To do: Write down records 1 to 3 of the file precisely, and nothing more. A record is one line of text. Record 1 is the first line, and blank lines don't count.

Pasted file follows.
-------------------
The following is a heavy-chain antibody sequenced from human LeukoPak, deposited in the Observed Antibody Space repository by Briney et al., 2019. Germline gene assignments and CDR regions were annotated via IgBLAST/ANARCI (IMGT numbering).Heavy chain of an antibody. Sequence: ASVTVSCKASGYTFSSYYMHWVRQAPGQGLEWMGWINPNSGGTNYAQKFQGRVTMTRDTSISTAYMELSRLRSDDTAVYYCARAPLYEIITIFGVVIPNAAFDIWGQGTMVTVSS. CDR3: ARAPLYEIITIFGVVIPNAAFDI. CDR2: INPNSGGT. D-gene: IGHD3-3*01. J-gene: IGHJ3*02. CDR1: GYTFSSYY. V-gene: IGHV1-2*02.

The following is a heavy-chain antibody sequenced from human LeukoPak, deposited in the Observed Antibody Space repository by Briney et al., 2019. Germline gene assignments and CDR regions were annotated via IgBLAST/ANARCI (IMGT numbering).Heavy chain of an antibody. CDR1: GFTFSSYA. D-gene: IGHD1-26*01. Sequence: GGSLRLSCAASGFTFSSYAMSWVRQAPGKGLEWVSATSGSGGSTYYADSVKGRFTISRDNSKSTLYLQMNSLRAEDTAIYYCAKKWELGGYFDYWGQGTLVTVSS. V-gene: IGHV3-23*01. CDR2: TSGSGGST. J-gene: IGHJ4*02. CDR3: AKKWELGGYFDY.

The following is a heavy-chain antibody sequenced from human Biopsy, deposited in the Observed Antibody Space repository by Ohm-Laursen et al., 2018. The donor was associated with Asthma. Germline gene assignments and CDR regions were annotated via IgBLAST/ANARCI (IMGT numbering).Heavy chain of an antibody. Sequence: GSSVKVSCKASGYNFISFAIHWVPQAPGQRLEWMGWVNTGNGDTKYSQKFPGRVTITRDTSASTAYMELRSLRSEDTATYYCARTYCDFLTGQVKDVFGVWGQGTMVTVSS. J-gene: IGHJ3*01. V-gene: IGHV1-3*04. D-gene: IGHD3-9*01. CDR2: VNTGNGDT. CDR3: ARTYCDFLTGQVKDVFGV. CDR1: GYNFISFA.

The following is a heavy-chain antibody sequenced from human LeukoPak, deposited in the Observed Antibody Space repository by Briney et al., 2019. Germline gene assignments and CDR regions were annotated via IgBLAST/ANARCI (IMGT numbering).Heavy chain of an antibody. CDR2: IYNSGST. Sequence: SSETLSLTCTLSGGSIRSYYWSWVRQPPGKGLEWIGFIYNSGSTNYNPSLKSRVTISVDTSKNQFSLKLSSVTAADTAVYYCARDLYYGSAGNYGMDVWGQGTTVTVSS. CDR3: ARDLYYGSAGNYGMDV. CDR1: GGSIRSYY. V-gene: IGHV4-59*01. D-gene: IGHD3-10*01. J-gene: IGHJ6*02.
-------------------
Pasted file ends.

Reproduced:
The following is a heavy-chain antibody sequenced from human LeukoPak, deposited in the Observed Antibody Space repository by Briney et al., 2019. Germline gene assignments and CDR regions were annotated via IgBLAST/ANARCI (IMGT numbering).Heavy chain of an antibody. Sequence: ASVTVSCKASGYTFSSYYMHWVRQAPGQGLEWMGWINPNSGGTNYAQKFQGRVTMTRDTSISTAYMELSRLRSDDTAVYYCARAPLYEIITIFGVVIPNAAFDIWGQGTMVTVSS. CDR3: ARAPLYEIITIFGVVIPNAAFDI. CDR2: INPNSGGT. D-gene: IGHD3-3*01. J-gene: IGHJ3*02. CDR1: GYTFSSYY. V-gene: IGHV1-2*02.

The following is a heavy-chain antibody sequenced from human LeukoPak, deposited in the Observed Antibody Space repository by Briney et al., 2019. Germline gene assignments and CDR regions were annotated via IgBLAST/ANARCI (IMGT numbering).Heavy chain of an antibody. CDR1: GFTFSSYA. D-gene: IGHD1-26*01. Sequence: GGSLRLSCAASGFTFSSYAMSWVRQAPGKGLEWVSATSGSGGSTYYADSVKGRFTISRDNSKSTLYLQMNSLRAEDTAIYYCAKKWELGGYFDYWGQGTLVTVSS. V-gene: IGHV3-23*01. CDR2: TSGSGGST. J-gene: IGHJ4*02. CDR3: AKKWELGGYFDY.

The following is a heavy-chain antibody sequenced from human Biopsy, deposited in the Observed Antibody Space repository by Ohm-Laursen et al., 2018. The donor was associated with Asthma. Germline gene assignments and CDR regions were annotated via IgBLAST/ANARCI (IMGT numbering).Heavy chain of an antibody. Sequence: GSSVKVSCKASGYNFISFAIHWVPQAPGQRLEWMGWVNTGNGDTKYSQKFPGRVTITRDTSASTAYMELRSLRSEDTATYYCARTYCDFLTGQVKDVFGVWGQGTMVTVSS. J-gene: IGHJ3*01. V-gene: IGHV1-3*04. D-gene: IGHD3-9*01. CDR2: VNTGNGDT. CDR3: ARTYCDFLTGQVKDVFGV. CDR1: GYNFISFA.